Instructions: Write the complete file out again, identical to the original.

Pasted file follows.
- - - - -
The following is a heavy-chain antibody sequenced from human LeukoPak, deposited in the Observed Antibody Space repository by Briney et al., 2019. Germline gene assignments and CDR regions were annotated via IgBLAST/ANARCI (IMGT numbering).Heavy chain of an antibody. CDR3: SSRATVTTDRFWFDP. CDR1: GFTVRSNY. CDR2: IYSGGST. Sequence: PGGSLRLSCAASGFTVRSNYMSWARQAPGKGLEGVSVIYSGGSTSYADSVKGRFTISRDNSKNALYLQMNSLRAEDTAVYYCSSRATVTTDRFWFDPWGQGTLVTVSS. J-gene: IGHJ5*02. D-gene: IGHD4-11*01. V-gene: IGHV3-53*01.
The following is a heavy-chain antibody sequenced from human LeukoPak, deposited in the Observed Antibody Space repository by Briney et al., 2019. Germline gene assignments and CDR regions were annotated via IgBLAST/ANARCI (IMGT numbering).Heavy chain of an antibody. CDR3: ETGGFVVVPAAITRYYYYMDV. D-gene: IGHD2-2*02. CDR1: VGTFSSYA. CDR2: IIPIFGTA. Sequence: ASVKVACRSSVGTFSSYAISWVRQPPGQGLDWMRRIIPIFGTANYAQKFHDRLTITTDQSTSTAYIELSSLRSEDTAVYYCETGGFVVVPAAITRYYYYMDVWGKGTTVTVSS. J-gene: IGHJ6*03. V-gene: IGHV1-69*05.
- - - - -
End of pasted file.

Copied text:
The following is a heavy-chain antibody sequenced from human LeukoPak, deposited in the Observed Antibody Space repository by Briney et al., 2019. Germline gene assignments and CDR regions were annotated via IgBLAST/ANARCI (IMGT numbering).Heavy chain of an antibody. CDR3: SSRATVTTDRFWFDP. CDR1: GFTVRSNY. CDR2: IYSGGST. Sequence: PGGSLRLSCAASGFTVRSNYMSWARQAPGKGLEGVSVIYSGGSTSYADSVKGRFTISRDNSKNALYLQMNSLRAEDTAVYYCSSRATVTTDRFWFDPWGQGTLVTVSS. J-gene: IGHJ5*02. D-gene: IGHD4-11*01. V-gene: IGHV3-53*01.
The following is a heavy-chain antibody sequenced from human LeukoPak, deposited in the Observed Antibody Space repository by Briney et al., 2019. Germline gene assignments and CDR regions were annotated via IgBLAST/ANARCI (IMGT numbering).Heavy chain of an antibody. CDR3: ETGGFVVVPAAITRYYYYMDV. D-gene: IGHD2-2*02. CDR1: VGTFSSYA. CDR2: IIPIFGTA. Sequence: ASVKVACRSSVGTFSSYAISWVRQPPGQGLDWMRRIIPIFGTANYAQKFHDRLTITTDQSTSTAYIELSSLRSEDTAVYYCETGGFVVVPAAITRYYYYMDVWGKGTTVTVSS. J-gene: IGHJ6*03. V-gene: IGHV1-69*05.